This does NOT follow a normal distribution. The critical values are LARGER than those for a normal t-distribution.
What is an Augmented Dickey-Fuller test used for and what does it entail?
An Augmented Dickey-Fuller test is used to test for the presence of a unit root in AR(p) models.
First transform the AR(p) model to make the hypothesis test easier to implement:
∆Yt = B0 + γYt-1 + C1 ∆Y(t-1) + C2 ∆Y(t-2)... Cp ∆Y(t-p)
H0: γ = 0 (non-stationarity, there is a unit root)
H1: γ < 0 (stationarity)
The t-statistic associated with the coefficient estimate γ is called the Augmented Dickey-Fuller (ADF) statistic.
What is a solution for non-stationary processes with stochastic trends/random walks?
A solution for non-stationary processes with stochastic trends/random walks is first differencing. This eliminates stochastic trends because time-series data exhibiting stochastic trends are difference stationary.
A new series is created where we take the difference between the variable and first lag. This makes the series stationary because it will no longer be a function of time.
Yt = B0 + Yt-1 + ut
Take the first difference of Yt:
Yt - Yt-1 = B0 + Yt-1 - Yt-1 + ut
∆Yt = B0 + ut
∆Yt is stationary
What are the consequences of breaks in time-series data?
Breaks in time-series data may lead to invalid inferences and invalid hypothesis tests.
How can we test for a break in time-series data when we know the date that the break occurred?
If we know the date that the break occurred then we can test for a break in time-series data by using a Chow test.
First, create a model:
Let T denote the hypothesised break date, and D(T) be a dummy variable which equals 0 before the break date and 1 after the break date.
Yt =B0 + B1Yt-1 + ... + BpYt-p + γoD(T)t + γ1D(T)t x Yt-1 + ... + γpD(T)t x Yt-p + ut
Where γpD(T)t x Yt-p are interaction variables which indicate the differing effect of historic lags of Yt on its present value according to whether the lag occurred before or after the break date.**
If there is NO break then the model should be the same over both subsamples (i.e. before and after the break date).
Perform the hypothesis test:
H0: γ0 = γ1 = ... = γp = 0 (i.e. no break - all the coefficient variables are jointly equal to zero)
H1 : at least one of the γis is NOT equal to zero (i.e. a break occurs in the data series)
This hypothesis test can be performed using an F-statistic.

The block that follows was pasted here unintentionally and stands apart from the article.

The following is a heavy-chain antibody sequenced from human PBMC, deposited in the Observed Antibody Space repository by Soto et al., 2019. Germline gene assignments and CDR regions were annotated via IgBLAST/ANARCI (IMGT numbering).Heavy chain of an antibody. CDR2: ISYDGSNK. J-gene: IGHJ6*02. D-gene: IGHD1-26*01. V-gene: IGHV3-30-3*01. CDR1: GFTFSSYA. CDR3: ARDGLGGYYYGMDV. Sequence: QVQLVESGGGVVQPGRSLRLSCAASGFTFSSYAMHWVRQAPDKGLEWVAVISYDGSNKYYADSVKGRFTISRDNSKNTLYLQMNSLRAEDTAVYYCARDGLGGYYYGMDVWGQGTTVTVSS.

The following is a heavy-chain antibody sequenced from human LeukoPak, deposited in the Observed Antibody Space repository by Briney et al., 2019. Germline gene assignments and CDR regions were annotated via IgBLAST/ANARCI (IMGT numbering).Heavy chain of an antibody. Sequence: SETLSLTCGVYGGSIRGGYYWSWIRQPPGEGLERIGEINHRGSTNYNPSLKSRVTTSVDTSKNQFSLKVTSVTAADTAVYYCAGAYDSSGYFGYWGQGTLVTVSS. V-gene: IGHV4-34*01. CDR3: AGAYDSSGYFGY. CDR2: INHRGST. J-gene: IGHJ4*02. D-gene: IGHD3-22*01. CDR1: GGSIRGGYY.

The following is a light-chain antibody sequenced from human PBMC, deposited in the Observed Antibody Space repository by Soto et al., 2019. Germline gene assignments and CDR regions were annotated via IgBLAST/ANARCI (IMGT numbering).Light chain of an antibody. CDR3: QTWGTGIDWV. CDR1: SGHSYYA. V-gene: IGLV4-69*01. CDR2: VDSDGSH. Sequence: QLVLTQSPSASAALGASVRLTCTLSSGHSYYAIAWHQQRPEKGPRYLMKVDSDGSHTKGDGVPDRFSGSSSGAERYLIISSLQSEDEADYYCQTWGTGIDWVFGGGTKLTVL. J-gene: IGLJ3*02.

The Chow test effectively uses an F-statistic to test whether a single regression is more efficient than two separate regressions involving splitting the data into subsamples.
Why is it important to include the optimal number of lags in a model?
What is the consequence of including too few lags?
What is the consequence of including too many lags?
If we include too few lags in a time-series model then this leads to omission of useful information.
If we include too few lags in a time-series then we estimate too many coefficients, which leads to more imprecise coefficient estimates.
What methods can we use to estimate the optimal number of lags to include in AR(p), ADL(p,q), DL models and unit root tests?
To estimate the optimal lag length in time-series models and for unit root tests we choose p (number of lags) which minimises one of these two criteria:
1. Bays Information Criterion (BIC)
BIC(p) = ln [SSR(p) / T] + (p+1)[ln(T)/T]
2. Akaike Information Criterion (AIC)
AIC(p) = ln[SSR(p) / T] + (p+1)(2/T)
SSR(p) is the sum of the square residuals of a model estimated with p lags
T is the number of observations in the sample
What is one problem associated with using the AIC(p) criterion over the BIC(p) criterion to estimate the optimal number of lags to include in a time-series model?
The AIC(p) criterion tends to overestimate p.
What is the purpose of forecasting, as opposed to the purpose of causal analysis?
The purpose of forecasting is to determine the predictive power of a model, not to estimate causal effects.
Accurate forecasting can be achieved without having a causal interpretation.